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Pulse: Applied Materials' Earnings Take Chipmakers on Joy Ride

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For the third straight day, investors showed optimism about semiconductor stocks. Shares of chip equipment manufacturers rose in advance of industry leader

Applied Materials'

(AMAT) - Get Applied Materials, Inc. Report

earnings report, which beat expectations.

The

Philadelphia Stock Exchange Semiconductor Index

closed up 4.8%. The good cheer is a sign that investors believe any slowdown that is starting in the sector will be more moderate than has been feared. Chip equipment manufacturers often are viewed as a bellwether for the industry because their orders are the first to feel a chill if sales cool off. Other chipmakers rose on good earnings reports and recommendations.

Applied Materials was trading up 0.5% before its report.

KLA-Tencor

(KLAC) - Get KLA Corporation Report

and

Lam Research

(LRCX) - Get Lam Research Corporation Report

also were higher.

Manufacturers are changing chips, moving toward semiconductors of different thicknesses (meaning those that use smaller lines or copper wire). Manufacturers need different machines to make these chips. So the extra orders resulting from this transition in the industry may help cushion equipment makers from a slowdown in the production of conventional chips.

Equipment makers may also have planned production well. "I think there are signs that people doing the buildout are being more intelligent than in the past. It was true with DRAM makers, so that sort of helps smooth things out," said Terry Daniels, analyst with

TheStreet Recommends

Edward Jones

. His firm has no underwriting relationship with the companies mentioned.

Also helping: a larger spread of end markets that reduces industry reliance on PC sales, Daniels said. Why? There are more end markets now for chips because they are used not just in PCs, but also in other products such as wireless and other handheld devices.

Analog Devices

(ADI) - Get Analog Devices, Inc. Report

, for example, yesterday said it had strong demand for its chips. It was lately trading up $9.25, or 16.7%, to $64.25 after it reported yesterday after the close that it had better-than-expected results and was raising its profit expectations. Competitor

Texas Instruments

(TXN) - Get Texas Instruments Incorporated Report

was trading higher.

National Semiconductor

(NSM)

closed up $2.13 or 10% to $23.37 after

Morgan Stanley Dean Witter

analyst

Mark Edelstone

wrote that National Semi's Internet appliance partnerships have potential.

Edelstone also wrote that broadband chipmaker

Broadcom

undefined

"is poised for a breakout year in 2001." Broadcom closed up $10.81, or 6.8% to $169.68.

3:26 p.m.: Chip Equipment Makers Doing All Right

For the third straight day, investors showed optimism about semiconductor stocks. Shares of chip equipment manufacturers were rising in advance of industry leader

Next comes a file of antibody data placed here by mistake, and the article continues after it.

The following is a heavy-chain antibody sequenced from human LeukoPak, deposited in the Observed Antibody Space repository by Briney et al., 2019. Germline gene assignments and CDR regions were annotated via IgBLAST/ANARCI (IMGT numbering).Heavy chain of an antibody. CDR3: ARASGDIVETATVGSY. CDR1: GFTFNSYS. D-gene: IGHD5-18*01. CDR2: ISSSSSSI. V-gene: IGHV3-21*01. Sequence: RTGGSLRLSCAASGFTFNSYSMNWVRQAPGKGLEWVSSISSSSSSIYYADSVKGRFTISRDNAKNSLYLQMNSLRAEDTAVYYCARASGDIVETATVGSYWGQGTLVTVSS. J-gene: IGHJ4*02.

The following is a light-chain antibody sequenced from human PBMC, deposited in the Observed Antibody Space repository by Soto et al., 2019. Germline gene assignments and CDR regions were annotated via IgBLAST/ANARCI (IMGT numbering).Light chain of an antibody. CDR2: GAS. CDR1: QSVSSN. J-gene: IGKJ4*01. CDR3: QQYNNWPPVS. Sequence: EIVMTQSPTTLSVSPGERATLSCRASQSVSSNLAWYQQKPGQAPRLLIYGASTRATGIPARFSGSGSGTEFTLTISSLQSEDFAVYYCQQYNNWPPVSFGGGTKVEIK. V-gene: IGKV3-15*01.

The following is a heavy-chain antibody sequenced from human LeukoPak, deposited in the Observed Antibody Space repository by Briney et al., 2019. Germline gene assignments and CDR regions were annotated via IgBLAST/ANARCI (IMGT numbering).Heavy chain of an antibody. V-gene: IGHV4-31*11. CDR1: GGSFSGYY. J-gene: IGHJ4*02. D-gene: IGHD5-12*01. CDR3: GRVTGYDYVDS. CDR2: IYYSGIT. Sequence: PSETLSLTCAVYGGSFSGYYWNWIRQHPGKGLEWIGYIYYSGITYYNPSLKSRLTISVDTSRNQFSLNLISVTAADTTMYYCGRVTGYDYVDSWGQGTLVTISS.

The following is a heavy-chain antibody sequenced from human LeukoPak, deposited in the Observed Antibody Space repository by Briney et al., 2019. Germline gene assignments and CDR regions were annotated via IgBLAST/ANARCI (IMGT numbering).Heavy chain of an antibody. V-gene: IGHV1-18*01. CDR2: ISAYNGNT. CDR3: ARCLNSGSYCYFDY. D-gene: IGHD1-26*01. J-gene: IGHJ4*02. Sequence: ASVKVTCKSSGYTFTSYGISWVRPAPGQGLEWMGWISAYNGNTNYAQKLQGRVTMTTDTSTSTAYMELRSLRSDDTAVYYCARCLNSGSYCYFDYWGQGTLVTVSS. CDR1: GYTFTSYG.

Applied Materials'

(AMAT) - Get Applied Materials, Inc. Report

earnings report, which will be released after the market closes today.

The

Philadelphia Stock Exchange Semiconductor Index

was up 4.8%. The good cheer is a sign that investors think any slowdown that is starting in the sector will be more moderate than has been feared. Chip equipment manufacturers are often viewed as a bellwether for the industry because their orders are the first to feel a chill if sales slow down.

Applied Materials was trading up 0.5% before its report

KLA Tencor

(KLAC) - Get KLA Corporation Report

and

Lam Research

(LRCX) - Get Lam Research Corporation Report

were also higher.

Manufacturers are changing chips, moving toward semiconductors of different thickness (meaning those that use smaller lines or copper wire). Manufacturers need different machines to make these chips. So the extra orders result from this transition in the industry may help cushion equipment makers from a slowdown in the production of conventional chips.

Equipment makers may also have planned production well. "I think there are signs that people doing the build out are being more intelligent than in the past. It was true with DRAM makers, so that sort of helps smooth things out," said Terry Daniels, analyst with

Edward Jones

. His firm has no underwriting relationship with the companies mentioned.

Also helping: a larger spread of end markets that reduces industry reliance on PC sales, Daniels said. Why? There are more end markets now for chips since they are used not just in PCs, but also in other products such as wireless and other handheld devices.

Analog Devices

(ADI) - Get Analog Devices, Inc. Report

, for example, yesterday said it had strong demand for its chips. It was lately trading up $9.25, or 16.7%, to $64.25 after it reported yesterday after the close that it had better than expected results and was raising its profit expectations. Competitor

Texas Instruments

(TXN) - Get Texas Instruments Incorporated Report

and

National Semiconductor

(NSM)

were also trading higher.